Review: The Blind Assassin
By Phoebe Ayers, MLIS Day
I have had a copy of The Blind Assassin sitting unread on my shelf since Margaret Atwood spoke on campus last year. I finally read it over winter break this year, and now I wonder why I waited so long.
This is a revelation of a novel. The full story is unclear until the very end, the characters start by dying and working backwards, and there is a narrator so sharp and vivid - Mrs. Iris Chase Griffen tells us the tale of her eighty some-odd years, from fortune to downfall - that I was convinced I could indeed find references to her in old issues of the Toronto paper.
The Blind Assassin is three stories in one - Iris's tale of her life and that of her sister Laura, which is a story that spans Canadian and world and personal history; the tale of two mysterious lovers who meet secretly and never call each other by name; and a science fiction story entitled The Blind Assassin that the lovers invent and tell one another, piece by piece and meeting by meeting. (There is also a fourth, subsidiary story, of Laura's posthumously published novel that has made her famous and that we never learn the name of). These stories are told, jumped between, hinted at and looped back around on; how they relate is a puzzle for the reader that is amplified by the interest of finding out what happens next to Iris and Laura. Like many Atwood novels, the story is compelling and vaguely disturbing; her characters are not necessarily pretty and there are not happy endings. But everything seems as real as if it had been shot with a black and white camera; I found myself, near the end of the book, dreaming about the characters.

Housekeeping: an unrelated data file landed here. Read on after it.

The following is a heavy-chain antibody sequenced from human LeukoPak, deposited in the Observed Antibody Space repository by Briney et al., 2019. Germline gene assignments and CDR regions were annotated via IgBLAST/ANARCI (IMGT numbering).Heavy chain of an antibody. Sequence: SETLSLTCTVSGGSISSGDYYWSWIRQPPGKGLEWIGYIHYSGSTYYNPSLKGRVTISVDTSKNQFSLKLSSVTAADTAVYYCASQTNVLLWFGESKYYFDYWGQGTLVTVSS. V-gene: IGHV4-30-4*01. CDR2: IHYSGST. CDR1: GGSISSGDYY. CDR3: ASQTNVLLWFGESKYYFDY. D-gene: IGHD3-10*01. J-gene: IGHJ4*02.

The Blind Assassin is not a light read (rather, it has the weight of a classical tragedy, with Atwood's signature sharp details interspersed) but it is an enveloping book - a novel that defies genre and place and easy answers. It is well worth your patience and care in reading, and it will reward you beyond all expectation.